How does one come back to what was normal before such an epic sojourn?


Currently feeling stuck somewhere in no man's land, I find myself empathetic to that conundrum. To an outside observer, life has not changed all that significantly, save the addition of one more little person to round us out and nearly even the gender scales.

Yet to us, to me every.thing.has.changed.

And, nothing will satisfy if not

Going about daily tasks and routines, I find myself wanting more. The thought, concern, fear (!) of consuming without giving back, living without deep gratitude in the form of's hard to swallow. Doing anything without meaning, seems, well, kinda' pointless. This season perhaps brings out the ache a little more when the consumerism with which we are often surrounded is sickening.

The thought of living a "normal" life doesn't sit well. Because, how can we return to our "old normal" when we aren't? The blessing of following our ache, our Holy's indescribable and beautiful and incomparable and addictive when we see it through.

We aren't normal because we've endured and experienced and rejoiced in the unthinkable. And what we have seen...well, because of it we are responsible to do greater, better, inordinate things.

And so I am stuck in this place of profound gratitude and unfathomable joy, yet all the while wanting more. Content? Yes, the feeling of contentment and happiness and satisfaction pervade, though there is a fear within me that perhaps I will not push myself and strive to stretch my faith. That I will miss that Still Small Voice telling me to press on for greater things, telling me to seek harder, to look deeper, to live more silently, and to hear the Voice guiding.

Maybe that's what it is. The faith muscles were stretched to the brink of collapsing but they grew and took on more and now, well, they haven't been pressing as much as was necessary many months ago. And the fear of weakening is enough to constantly keep my guard up and there is an incessant wonder of "what next". Not "what next" because there's a void but "what next" because if the journey that brought us here was so incredible then we must give back, we must rejoice, we must give thanks, we must continue to stretch the faith muscles. We must have a "what's next" in our future...somewhere.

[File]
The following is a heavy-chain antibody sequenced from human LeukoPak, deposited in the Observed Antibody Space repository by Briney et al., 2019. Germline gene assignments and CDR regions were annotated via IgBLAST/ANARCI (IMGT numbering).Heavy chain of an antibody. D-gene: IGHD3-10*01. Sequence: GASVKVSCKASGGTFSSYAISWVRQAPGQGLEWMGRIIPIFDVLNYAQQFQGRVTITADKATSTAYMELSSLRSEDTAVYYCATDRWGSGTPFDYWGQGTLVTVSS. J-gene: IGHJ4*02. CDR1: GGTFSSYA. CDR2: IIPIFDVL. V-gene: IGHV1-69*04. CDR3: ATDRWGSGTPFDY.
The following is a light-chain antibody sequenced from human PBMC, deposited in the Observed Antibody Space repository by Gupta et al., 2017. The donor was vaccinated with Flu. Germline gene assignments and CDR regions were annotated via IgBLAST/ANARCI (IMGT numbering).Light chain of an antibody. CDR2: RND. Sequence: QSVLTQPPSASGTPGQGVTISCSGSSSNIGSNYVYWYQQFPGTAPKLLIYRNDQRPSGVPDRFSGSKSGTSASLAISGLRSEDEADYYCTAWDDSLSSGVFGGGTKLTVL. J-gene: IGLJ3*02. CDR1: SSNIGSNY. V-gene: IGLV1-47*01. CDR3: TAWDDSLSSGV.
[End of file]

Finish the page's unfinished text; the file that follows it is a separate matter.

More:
Proof that we are made for so much's in our history now. It's evidenced on the pages of the book of this little family and we cannot let that slip away.

Yet through this, I am constantly reminding myself that our painful, faith building, exhausting part of the journey is a mere eleven weeks behind us. Living in the now and enjoying each second is such a fleeting part of the journey. Not missing a second of what we strived for, for years. That is so very important.

So, with eyes fixed upward we continue...content.

But, with eyes fixed upward we continue...seeking only that which is Great and offers more and builds those muscles.

I can't figure I'll find much satisfaction otherwise.

Sunday, December 18, 2011

Friday, December 16, 2011

Our Makings

I love this time of year for the excuse to make and create and bake for others. Getting a little more creative, taking extra time and care. It's a joy. Little hands often make it a messy joy but the lesson is there to be learned and the gifts are in need of being shared.

I wonder often, this year, in this somewhat cookie cutter land we now call home, if a sideways look we will receive. A certain bread winner in this family has already earned the title of tree hugger at work which is in itself something to chuckle at. And I, well it's frequent I receive a sideways look when others find out not only is our child adorning cloth diapers but she's wiped with terry cloth also. (No, I'm not a freak.) We're country kids trying to make our way in the city style of life here. And, most of the time we're doing okay. And even more of the time, we're loving it.